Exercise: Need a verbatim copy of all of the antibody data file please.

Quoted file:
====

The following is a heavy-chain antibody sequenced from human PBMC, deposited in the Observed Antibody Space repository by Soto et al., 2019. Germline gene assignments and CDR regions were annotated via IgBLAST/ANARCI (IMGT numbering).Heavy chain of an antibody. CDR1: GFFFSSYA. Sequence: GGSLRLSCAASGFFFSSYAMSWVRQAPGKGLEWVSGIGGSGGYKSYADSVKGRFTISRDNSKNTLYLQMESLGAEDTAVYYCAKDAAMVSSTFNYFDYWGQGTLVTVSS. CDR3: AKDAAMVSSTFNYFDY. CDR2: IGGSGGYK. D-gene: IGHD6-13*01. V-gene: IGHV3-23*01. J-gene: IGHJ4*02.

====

The following is a heavy-chain antibody sequenced from human PBMC, deposited in the Observed Antibody Space repository by Soto et al., 2019. Germline gene assignments and CDR regions were annotated via IgBLAST/ANARCI (IMGT numbering).Heavy chain of an antibody. CDR1: GFFFSSYA. Sequence: GGSLRLSCAASGFFFSSYAMSWVRQAPGKGLEWVSGIGGSGGYKSYADSVKGRFTISRDNSKNTLYLQMESLGAEDTAVYYCAKDAAMVSSTFNYFDYWGQGTLVTVSS. CDR3: AKDAAMVSSTFNYFDY. CDR2: IGGSGGYK. D-gene: IGHD6-13*01. V-gene: IGHV3-23*01. J-gene: IGHJ4*02.